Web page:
The supply chain management area has shown great progress in terms of just how effective we are at fulfilling the orders and we believe we can continue to harvest more fruit in that area. So we believe that the opportunity exist to keep driving further improvements on both of those.


Your next question comes from Gordon Lasic - Robert W. Baird.

Gordon Lasic - Robert W. Baird

I just wanted to circle back on that guidance question. So, just I want to make sure my understanding was correct. Last quarter you talked about 60 to 70 basis points of gross margin expansion and 30 to 70 basis points of SG&A cost growth, assuming $360 million in revenue. So are you now assuming those same types of expectations, assuming $925 million in revenue? Am I, understanding that correctly?

David Vander Ploeg

We continue to be very comfortable with those ranges that we cited on the call in June. As it relates to the SG&A area, we’re actually tracking ahead of our internal targets there.

Gordon Lasic - Robert W. Baird

Then a couple more questions. This is for Dave Vander Zanden. We’ve been reading several articles where there is projections of 10 more states cutting, planning mid fiscal 2010 budget cuts and seven stays have already received waivers from the DOE allowing them to keep stimulus funds even though they will be below 2005, 2006 levels.

I guess my question for you is, to what extent do you believe that $40 billion in state stabilization funds, this year we’ll plug the holes necessary in education funding and do you think that is enough, your general thoughts there?

Dave Vander Zanden

Gordon, I don’t think it’s going to plug all the holes. States like California that got the waiver and it’s not enough anyway, they need did another $5 billion in cuts to education, but there are other states that didn’t need the money at all like Texas. They have a lot of money in Texas.

I think overall, when the dust settles on this school year and we won’t see the numbers collected unfortunately until a year to a year and a half after it’s over. You’ll see spending on education from all sources probably with a slight increase.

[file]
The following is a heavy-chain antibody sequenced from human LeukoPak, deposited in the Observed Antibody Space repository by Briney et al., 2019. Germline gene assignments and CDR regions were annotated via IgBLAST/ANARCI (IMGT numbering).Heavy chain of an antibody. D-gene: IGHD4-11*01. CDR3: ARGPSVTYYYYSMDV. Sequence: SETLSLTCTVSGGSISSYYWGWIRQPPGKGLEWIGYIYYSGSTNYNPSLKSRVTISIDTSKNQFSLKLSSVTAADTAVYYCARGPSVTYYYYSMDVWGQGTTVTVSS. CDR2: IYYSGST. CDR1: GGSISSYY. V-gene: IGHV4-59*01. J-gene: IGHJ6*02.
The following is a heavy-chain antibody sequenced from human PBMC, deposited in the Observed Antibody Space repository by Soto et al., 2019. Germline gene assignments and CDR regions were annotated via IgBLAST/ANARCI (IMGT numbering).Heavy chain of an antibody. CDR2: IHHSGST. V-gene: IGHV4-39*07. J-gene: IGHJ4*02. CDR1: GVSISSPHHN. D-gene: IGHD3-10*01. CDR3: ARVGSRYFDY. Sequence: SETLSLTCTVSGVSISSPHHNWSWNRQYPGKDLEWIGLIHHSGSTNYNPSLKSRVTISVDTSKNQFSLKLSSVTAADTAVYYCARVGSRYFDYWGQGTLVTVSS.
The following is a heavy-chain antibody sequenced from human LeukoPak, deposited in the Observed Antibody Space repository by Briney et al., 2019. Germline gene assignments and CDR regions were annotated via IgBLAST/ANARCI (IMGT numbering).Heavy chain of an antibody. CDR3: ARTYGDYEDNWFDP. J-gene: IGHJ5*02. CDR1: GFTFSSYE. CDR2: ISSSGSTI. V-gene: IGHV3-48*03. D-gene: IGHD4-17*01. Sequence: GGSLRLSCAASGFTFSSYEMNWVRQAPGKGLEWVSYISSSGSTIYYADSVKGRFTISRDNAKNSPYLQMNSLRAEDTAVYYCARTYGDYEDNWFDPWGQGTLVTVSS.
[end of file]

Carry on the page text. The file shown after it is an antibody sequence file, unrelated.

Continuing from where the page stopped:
What the educators are spending their money on today on salaries, wages and benefits and I think a lot of the stimulus is going to hold teachers in the classroom. Even though the feds intended it for other purposes, I think the Superintendents are moving numbers around the budgets and the income statements to show compliance with the use of funds for the feds, but I think they’re really plugging holes for salaries and wages to hold teachers in the classroom.

Gordon Lasic - Robert W. Baird

Is your fiscal 2010 revenue guidance assume additional cuts? What assumptions are you making?

Dave Vander Zanden

It’s a good question, Gordon. We’re looking forward with the economy kind of moving where it is. We see a slow but steady improvement there and we’re assuming that continues to be the case. There will be a couple of states that will get surprises in their revenue forecasts, but we think most states were conservative enough in their estimates of tax collections that we don’t anticipate any big cuts [Inaudible] negative economic impact to the whole economy.

Gordon Lasic - Robert W. Baird

I just had one final question. I understand that the shift in stated adoption revenue for this year, but can you remind us what adoptions are on the horizon over the next couple of years and what the opportunities there are?

Dave Vander Zanden

Small states this year, very little of adoption activity that’s going to repeat itself, again as we go into the next fiscal year. Some of the states are looking at delays. We’re very fortunate in California to have received the adoption revenue we did the last couple of years, because California just came out and said they are going to delay all adoptions for two to three years.

That won’t affect us, because they won’t adoption science for several more years anyway, but there are little states that are coming up in the next couple of years like North Carolina, that did a one year delay. A great state for us, the last go around, we expect to go well there again, now its 12 months out. Some of that will move around back and forth as funding changes.